Few coaches can produce quick results quite as well as Antonio Conte. A man who needs little to no time to produce a solid side than can start winning, Conte is one of the most organised coaches Italy has produced in recent years. He will study his players, the opponent and the potential risks to produce a perfectly prepared side aware of every detail.
A good tactician but a better motivator, Conte cannot better the individuals within a side but he can produce a collective that exceeds expectations -- all that's required from a national team coach. He simply doesn't need to teach, but take the fans and the players on an emotional journey where they will fight and die together in the name of Italian football.
He may never understand the science of the game in the same way Ancelotti or Allegri can, or adapt to the tactical demands of a game as well as they do, but few coaches have proved to be as good at motivating a group of players and organising them simply and neatly into a solid unit quite like Conte.
One need only remember what he achieved with a mediocre squad at Euro 2016.
The keenest: Roberto Mancini
Mancini is neither Italy's most highly rated tactician nor their greatest motivator, but he is a good compromise in that he is adept at both. An authoritarian who demands perfection and closely studies his players and the opponents, he can organise, motivate and produce fairly quickly.
Experienced at the top level having won in England, Italy and Turkey, few are as determined as the former Inter coach to take over the reins of the Azzurri and produce the results that would satisfy his ambitions and ego. It is simply the job he has dreamed of for many years; as such, he's not a bad option. After all, Mancini boasts a great work ethic and is capable of promoting a winning mentality, while he's also given space to youngsters before, offering them the opportunity to impress.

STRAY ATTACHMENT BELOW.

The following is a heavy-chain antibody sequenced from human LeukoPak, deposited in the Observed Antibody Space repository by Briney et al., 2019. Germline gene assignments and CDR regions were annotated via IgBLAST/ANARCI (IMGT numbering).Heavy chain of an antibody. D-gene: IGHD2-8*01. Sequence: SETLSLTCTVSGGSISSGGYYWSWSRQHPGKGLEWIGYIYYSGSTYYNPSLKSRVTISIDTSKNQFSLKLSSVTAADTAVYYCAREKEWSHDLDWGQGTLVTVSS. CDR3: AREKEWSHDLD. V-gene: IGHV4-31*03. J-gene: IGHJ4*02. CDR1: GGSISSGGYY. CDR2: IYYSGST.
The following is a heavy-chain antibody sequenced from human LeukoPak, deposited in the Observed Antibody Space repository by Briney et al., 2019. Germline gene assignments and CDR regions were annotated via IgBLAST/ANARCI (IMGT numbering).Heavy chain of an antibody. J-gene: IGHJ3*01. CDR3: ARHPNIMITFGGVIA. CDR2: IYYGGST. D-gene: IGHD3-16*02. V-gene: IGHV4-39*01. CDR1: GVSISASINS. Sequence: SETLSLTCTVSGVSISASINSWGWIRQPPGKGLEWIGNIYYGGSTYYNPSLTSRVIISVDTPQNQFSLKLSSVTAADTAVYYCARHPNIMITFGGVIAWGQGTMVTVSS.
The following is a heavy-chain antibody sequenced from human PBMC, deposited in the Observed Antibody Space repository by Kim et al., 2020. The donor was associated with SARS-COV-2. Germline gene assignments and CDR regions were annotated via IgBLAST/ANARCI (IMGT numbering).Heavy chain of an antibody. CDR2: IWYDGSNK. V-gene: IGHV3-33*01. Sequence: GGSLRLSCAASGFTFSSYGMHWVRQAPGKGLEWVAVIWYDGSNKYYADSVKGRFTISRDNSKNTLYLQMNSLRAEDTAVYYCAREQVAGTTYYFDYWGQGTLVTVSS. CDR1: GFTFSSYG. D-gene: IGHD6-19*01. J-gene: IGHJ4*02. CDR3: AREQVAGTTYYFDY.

But is he capable of taking Italy to an exciting new level? Can he outwit a Spanish side full of technical beauty, or beat Germany's organisation in the same way the others listed above might? Probably not, but he is a reliable option who has enough confidence in his abilities to ensure that Italy won't surrender to fear in the important moments.
The compromise: Claudio Ranieri
"The Tinkerman" will always be praised and complimented for having won an unlikely Premier League title with Leicester City. It proved he was no longer the runner-up but actually a winner, as Ranieri showed that his clever organisation and the ability to extract the most out of a collective was enough to earn himself the status of a legend.
Having worked with Juventus, Chelsea and Roma (to name a few), he boasts both the experience and tactical expertise to earn consideration while his current side Nantes, are producing admirable results albeit playing in a far from exciting style.
A man who can build and organise, Ranieri isn't a bad option considering the side he will inherit has few egos but rather a lot of youngsters eager to prove their credentials instead. Creating a hopeful atmosphere and producing results quickly in the beginning is something he has always managed. However, problems tend to arise a year into the job when he starts tinkering too much, which inevitably leads to his players losing faith in his ability to guide them forward.
If he can keep things simple, show courage in the important games and retain the faith of those called up, then he presents a reasonable option but question marks remain over his ability to last the distance.
Mina Rzouki covers Juventus and the Italian national team for ESPN FC. Follow her on Twitter: @Minarzouki.